Sprint, AT&T Rip Higher In Front of Earnings
Analysts are more or less sidestepping this one like a politician dancing the Washington two-step. Eighteen out of 30 analysts rate AT&T a hold, which could mean everything from "I want to rate it a sell, but that would not be good for business," to "I have no clue." Eleven analysts recommend buying the stock and one recommends selling.
Analyst expectations are falling, and 10 analysts now rate AT&T a "strong buy" down from 11 analysts a month ago. The stock appreciated 15.6% in the last year, and the average analyst target price for AT&T is $34.69. In the last month, the stock has fallen 1%.
The trailing 12-month price-to-earnings ratio is 15.9, the mean fiscal year price-to-earnings ratio estimate is 14.92, based on earnings of $2.37 per share this year. Investors are receiving $1.76 cents in dividends for a yield of 4.98%. For a relatively safe stock, the yield is attractive for now. Starting in 2013, when taxes on dividends explode through the roof, the dividend won't look so sexy.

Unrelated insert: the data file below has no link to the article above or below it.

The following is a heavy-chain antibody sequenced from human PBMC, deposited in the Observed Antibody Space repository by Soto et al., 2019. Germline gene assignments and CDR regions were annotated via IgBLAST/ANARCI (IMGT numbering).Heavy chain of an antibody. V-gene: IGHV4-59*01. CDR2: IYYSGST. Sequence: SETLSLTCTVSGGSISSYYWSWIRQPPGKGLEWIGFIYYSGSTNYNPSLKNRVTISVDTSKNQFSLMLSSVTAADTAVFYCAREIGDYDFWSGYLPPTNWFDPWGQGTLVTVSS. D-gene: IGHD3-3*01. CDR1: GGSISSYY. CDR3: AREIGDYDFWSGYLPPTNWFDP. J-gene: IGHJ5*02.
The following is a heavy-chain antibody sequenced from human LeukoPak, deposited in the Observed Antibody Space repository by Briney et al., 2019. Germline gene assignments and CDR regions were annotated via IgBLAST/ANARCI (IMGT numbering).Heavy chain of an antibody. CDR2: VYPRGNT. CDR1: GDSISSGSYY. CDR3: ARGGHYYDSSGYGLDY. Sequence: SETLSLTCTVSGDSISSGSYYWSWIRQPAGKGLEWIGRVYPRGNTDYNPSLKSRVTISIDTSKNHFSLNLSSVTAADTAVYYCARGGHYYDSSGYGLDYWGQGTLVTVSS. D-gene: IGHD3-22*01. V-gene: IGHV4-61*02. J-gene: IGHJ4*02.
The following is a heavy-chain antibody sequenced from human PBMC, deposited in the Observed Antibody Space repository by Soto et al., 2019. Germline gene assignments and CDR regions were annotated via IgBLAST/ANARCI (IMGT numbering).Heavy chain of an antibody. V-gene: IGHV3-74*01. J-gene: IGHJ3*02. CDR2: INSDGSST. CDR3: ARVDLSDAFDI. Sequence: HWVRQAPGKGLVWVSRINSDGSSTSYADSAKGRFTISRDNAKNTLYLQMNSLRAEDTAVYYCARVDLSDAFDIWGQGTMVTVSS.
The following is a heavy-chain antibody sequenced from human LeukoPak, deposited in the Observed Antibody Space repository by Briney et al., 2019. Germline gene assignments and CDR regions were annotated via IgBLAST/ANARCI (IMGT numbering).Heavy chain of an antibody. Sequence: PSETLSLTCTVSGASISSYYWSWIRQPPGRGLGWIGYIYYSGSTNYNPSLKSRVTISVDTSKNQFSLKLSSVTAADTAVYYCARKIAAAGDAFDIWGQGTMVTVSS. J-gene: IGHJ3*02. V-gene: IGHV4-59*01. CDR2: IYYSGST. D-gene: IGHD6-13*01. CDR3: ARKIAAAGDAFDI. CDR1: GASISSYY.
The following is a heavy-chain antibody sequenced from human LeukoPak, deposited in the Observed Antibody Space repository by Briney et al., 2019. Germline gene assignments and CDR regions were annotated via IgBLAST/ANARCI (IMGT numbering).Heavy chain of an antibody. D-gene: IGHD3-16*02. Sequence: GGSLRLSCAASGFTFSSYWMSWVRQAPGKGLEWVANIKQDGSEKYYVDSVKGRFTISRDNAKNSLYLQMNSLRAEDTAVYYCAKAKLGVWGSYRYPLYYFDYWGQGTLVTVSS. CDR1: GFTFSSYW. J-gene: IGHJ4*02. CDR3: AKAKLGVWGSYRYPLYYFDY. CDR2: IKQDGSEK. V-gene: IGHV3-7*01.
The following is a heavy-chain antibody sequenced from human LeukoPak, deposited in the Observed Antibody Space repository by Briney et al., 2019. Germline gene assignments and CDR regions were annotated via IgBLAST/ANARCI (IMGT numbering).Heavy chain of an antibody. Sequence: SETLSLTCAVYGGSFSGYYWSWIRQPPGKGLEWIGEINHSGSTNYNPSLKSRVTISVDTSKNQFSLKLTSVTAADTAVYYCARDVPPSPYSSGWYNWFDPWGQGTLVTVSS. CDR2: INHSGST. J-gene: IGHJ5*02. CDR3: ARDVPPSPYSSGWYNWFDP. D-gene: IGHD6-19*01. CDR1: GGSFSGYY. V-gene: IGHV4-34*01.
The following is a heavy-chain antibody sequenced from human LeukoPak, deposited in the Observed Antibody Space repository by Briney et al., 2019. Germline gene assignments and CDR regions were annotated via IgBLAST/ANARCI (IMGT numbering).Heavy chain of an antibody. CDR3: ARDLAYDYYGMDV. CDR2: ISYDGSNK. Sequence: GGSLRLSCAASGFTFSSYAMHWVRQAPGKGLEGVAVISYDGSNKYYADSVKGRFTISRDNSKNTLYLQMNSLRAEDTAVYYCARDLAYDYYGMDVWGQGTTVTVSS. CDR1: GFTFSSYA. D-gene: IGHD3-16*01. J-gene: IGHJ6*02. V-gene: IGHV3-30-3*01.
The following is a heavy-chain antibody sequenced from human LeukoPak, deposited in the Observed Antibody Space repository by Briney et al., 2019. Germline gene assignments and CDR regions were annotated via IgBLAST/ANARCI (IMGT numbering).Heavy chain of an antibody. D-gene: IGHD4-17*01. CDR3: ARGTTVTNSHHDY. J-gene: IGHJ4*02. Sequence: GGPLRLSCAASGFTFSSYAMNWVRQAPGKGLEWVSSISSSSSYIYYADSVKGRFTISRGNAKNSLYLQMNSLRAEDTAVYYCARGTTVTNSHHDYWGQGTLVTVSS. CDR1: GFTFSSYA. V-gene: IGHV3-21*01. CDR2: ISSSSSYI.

For the same year-over-year fiscal period, revenue has improved to $124.28 billion last fiscal year, compared to $123.02 billion in the previous year. The bottom line has rising earnings year-over-year of $19.86 billion last fiscal year, compared to $12.14 billion in the previous year.
The last date AT&T released earnings was April 24, and the closing price before earnings was $31.72. With a recent closing price of $36.19, its shares have appreciated more than 14% in the last quarter.
AT&T once held an exclusive contract with Apple. That is over, but AT&T now has one with Nokia to sell the Lumia 900, which was, for a while, seizing substantial smartphone buzz. Lumia is powered by Microsoft's mobile software, and after Microsoft backstopped Nokia with free software and other aid, some thought Microsoft and Nokia might have found the comeback trail for mobile.